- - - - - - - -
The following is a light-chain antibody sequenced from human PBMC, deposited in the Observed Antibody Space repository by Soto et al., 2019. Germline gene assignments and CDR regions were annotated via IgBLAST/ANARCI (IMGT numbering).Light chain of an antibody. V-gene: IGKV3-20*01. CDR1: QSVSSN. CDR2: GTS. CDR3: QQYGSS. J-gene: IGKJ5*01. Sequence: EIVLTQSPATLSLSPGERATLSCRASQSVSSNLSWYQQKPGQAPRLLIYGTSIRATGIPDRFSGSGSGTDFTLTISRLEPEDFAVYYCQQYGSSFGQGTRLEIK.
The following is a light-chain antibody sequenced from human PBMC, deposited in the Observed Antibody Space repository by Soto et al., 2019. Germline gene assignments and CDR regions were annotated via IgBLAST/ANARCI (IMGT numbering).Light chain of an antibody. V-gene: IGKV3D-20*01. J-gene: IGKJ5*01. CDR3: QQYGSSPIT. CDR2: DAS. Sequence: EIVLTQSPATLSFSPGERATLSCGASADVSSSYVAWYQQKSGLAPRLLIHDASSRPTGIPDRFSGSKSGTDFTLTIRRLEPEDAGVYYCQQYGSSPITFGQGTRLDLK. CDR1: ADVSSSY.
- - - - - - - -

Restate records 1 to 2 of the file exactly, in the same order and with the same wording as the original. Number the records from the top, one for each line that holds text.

The following is a light-chain antibody sequenced from human PBMC, deposited in the Observed Antibody Space repository by Soto et al., 2019. Germline gene assignments and CDR regions were annotated via IgBLAST/ANARCI (IMGT numbering).Light chain of an antibody. V-gene: IGKV3-20*01. CDR1: QSVSSN. CDR2: GTS. CDR3: QQYGSS. J-gene: IGKJ5*01. Sequence: EIVLTQSPATLSLSPGERATLSCRASQSVSSNLSWYQQKPGQAPRLLIYGTSIRATGIPDRFSGSGSGTDFTLTISRLEPEDFAVYYCQQYGSSFGQGTRLEIK.
The following is a light-chain antibody sequenced from human PBMC, deposited in the Observed Antibody Space repository by Soto et al., 2019. Germline gene assignments and CDR regions were annotated via IgBLAST/ANARCI (IMGT numbering).Light chain of an antibody. V-gene: IGKV3D-20*01. J-gene: IGKJ5*01. CDR3: QQYGSSPIT. CDR2: DAS. Sequence: EIVLTQSPATLSFSPGERATLSCGASADVSSSYVAWYQQKSGLAPRLLIHDASSRPTGIPDRFSGSKSGTDFTLTIRRLEPEDAGVYYCQQYGSSPITFGQGTRLDLK. CDR1: ADVSSSY.